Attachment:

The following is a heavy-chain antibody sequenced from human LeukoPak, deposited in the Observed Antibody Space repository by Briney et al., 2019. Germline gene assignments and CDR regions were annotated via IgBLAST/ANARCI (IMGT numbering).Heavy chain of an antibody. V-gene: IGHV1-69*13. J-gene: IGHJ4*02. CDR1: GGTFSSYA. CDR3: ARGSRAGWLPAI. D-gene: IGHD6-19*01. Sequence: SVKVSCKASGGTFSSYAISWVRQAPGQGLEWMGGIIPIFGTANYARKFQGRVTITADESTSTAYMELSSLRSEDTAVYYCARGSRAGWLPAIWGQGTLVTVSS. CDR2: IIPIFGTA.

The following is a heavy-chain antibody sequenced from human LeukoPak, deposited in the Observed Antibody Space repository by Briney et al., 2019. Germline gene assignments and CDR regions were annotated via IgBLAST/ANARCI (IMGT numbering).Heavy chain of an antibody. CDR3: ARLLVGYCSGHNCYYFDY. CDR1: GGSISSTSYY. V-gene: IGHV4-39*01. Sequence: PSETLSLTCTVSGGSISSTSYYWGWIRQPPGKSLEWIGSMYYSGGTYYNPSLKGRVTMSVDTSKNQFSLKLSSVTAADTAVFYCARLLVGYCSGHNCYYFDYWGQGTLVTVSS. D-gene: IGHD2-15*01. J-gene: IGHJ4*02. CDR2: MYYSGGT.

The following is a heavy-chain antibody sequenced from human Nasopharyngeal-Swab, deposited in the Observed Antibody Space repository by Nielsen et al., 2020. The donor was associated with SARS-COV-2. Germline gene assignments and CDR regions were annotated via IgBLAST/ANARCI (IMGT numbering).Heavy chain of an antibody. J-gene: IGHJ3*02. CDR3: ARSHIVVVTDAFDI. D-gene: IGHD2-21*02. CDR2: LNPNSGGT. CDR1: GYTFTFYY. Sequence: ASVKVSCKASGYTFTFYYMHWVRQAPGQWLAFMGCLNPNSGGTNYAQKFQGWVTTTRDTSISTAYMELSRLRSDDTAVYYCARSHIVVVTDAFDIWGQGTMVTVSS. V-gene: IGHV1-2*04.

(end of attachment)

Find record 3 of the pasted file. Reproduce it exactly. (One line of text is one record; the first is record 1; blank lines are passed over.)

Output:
The following is a heavy-chain antibody sequenced from human Nasopharyngeal-Swab, deposited in the Observed Antibody Space repository by Nielsen et al., 2020. The donor was associated with SARS-COV-2. Germline gene assignments and CDR regions were annotated via IgBLAST/ANARCI (IMGT numbering).Heavy chain of an antibody. J-gene: IGHJ3*02. CDR3: ARSHIVVVTDAFDI. D-gene: IGHD2-21*02. CDR2: LNPNSGGT. CDR1: GYTFTFYY. Sequence: ASVKVSCKASGYTFTFYYMHWVRQAPGQWLAFMGCLNPNSGGTNYAQKFQGWVTTTRDTSISTAYMELSRLRSDDTAVYYCARSHIVVVTDAFDIWGQGTMVTVSS. V-gene: IGHV1-2*04.